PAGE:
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Quality of Life Research impact stories

01 May 2015

The Canadian Cancer Society Research Institute (CCSRI) funds research in 3 areas – prevention, biomedical and clinical, and quality of life.

Quality of Life Research projects explore many issues – including psychosocial, survivorship, supportive care and end-of-life – that may have a significant impact on patients, survivors and caregivers. The following are some of the high-impact Quality of Life Research findings of 2014. Learn more about CCSRI’s research investments in our 2014 Research Impact Report.

We thank our donors who fund this important research for their generosity.

Dr Tavis Campbell, University of Calgary

Tavis Campbell

Fighting insomnia in cancer patients

People with cancer can experience significant psychological effects that interfere with their recovery and quality of life. One of these is insomnia, which affects about one-quarter of people during and after treatment.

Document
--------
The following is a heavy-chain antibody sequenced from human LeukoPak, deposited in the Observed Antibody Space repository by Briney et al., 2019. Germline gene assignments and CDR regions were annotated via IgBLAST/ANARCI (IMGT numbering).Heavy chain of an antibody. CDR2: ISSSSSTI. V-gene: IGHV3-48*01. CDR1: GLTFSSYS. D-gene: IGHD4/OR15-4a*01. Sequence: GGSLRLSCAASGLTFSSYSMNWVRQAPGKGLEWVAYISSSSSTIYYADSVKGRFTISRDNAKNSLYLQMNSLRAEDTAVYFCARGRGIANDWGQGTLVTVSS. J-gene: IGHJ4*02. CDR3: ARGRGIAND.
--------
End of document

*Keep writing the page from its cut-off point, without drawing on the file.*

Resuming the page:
Cognitive behavioural therapy (CBT) is the recommended non-drug therapy for insomnia, but another method – mindfulness-based stress reduction (MBSR) – has been suggested to have specific benefits for cancer patients who are experiencing disturbed sleep related to anxiety.

Dr Tavis Campbell and his team conducted a trial to compare these 2 therapies, and in work published in the Journal of Clinical Oncology, they found that patients using MBSR showed similar improvements in some sleep parameters, such as total sleep time and reduction of stress, compared to CBT. However, CBT was found to work more quickly and have lasting effects. These findings confirm that CBT is still the best non-drug choice for the treatment of insomnia in cancer patients.

Dr Camilla Zimmermann, University Health Network, Princess Margaret Cancer Centre

Dr Camilla Zimmermann

Improving quality of life for cancer patients through early palliative care

Patients with advanced cancer can work with their health team and caregivers to create a plan of care that will maximize their quality of life. Dr Camilla Zimmermann and her team have been leading a clinical trial to study the impact of early palliative care for patients with advanced cancer.

In a paper published in The Lancet, Dr Zimmermann reported that participants who had an outpatient palliative care team involved in their care earlier experienced a better quality of life, reduced symptom severity and greater satisfaction with care, versus those who received standard care. These findings could lead to changes in palliative care to improve the experience for cancer patients, their caregivers and families.